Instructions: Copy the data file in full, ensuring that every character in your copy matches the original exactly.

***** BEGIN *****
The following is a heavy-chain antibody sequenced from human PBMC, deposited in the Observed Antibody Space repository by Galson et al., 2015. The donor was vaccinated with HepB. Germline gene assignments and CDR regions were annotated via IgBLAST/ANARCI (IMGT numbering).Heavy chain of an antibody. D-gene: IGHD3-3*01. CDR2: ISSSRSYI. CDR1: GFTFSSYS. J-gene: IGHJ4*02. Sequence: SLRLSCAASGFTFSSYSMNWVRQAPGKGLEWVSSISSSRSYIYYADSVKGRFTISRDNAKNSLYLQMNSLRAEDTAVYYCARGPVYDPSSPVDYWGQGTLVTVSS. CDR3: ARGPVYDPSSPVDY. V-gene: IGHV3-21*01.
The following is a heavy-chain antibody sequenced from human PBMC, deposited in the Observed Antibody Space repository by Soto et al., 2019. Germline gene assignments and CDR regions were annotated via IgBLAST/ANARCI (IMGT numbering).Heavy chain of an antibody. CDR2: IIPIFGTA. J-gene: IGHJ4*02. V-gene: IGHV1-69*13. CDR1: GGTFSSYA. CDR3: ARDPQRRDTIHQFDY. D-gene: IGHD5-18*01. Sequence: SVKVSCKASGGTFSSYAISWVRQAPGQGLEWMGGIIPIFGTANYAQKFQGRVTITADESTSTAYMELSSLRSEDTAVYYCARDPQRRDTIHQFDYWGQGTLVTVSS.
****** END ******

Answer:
The following is a heavy-chain antibody sequenced from human PBMC, deposited in the Observed Antibody Space repository by Galson et al., 2015. The donor was vaccinated with HepB. Germline gene assignments and CDR regions were annotated via IgBLAST/ANARCI (IMGT numbering).Heavy chain of an antibody. D-gene: IGHD3-3*01. CDR2: ISSSRSYI. CDR1: GFTFSSYS. J-gene: IGHJ4*02. Sequence: SLRLSCAASGFTFSSYSMNWVRQAPGKGLEWVSSISSSRSYIYYADSVKGRFTISRDNAKNSLYLQMNSLRAEDTAVYYCARGPVYDPSSPVDYWGQGTLVTVSS. CDR3: ARGPVYDPSSPVDY. V-gene: IGHV3-21*01.
The following is a heavy-chain antibody sequenced from human PBMC, deposited in the Observed Antibody Space repository by Soto et al., 2019. Germline gene assignments and CDR regions were annotated via IgBLAST/ANARCI (IMGT numbering).Heavy chain of an antibody. CDR2: IIPIFGTA. J-gene: IGHJ4*02. V-gene: IGHV1-69*13. CDR1: GGTFSSYA. CDR3: ARDPQRRDTIHQFDY. D-gene: IGHD5-18*01. Sequence: SVKVSCKASGGTFSSYAISWVRQAPGQGLEWMGGIIPIFGTANYAQKFQGRVTITADESTSTAYMELSSLRSEDTAVYYCARDPQRRDTIHQFDYWGQGTLVTVSS.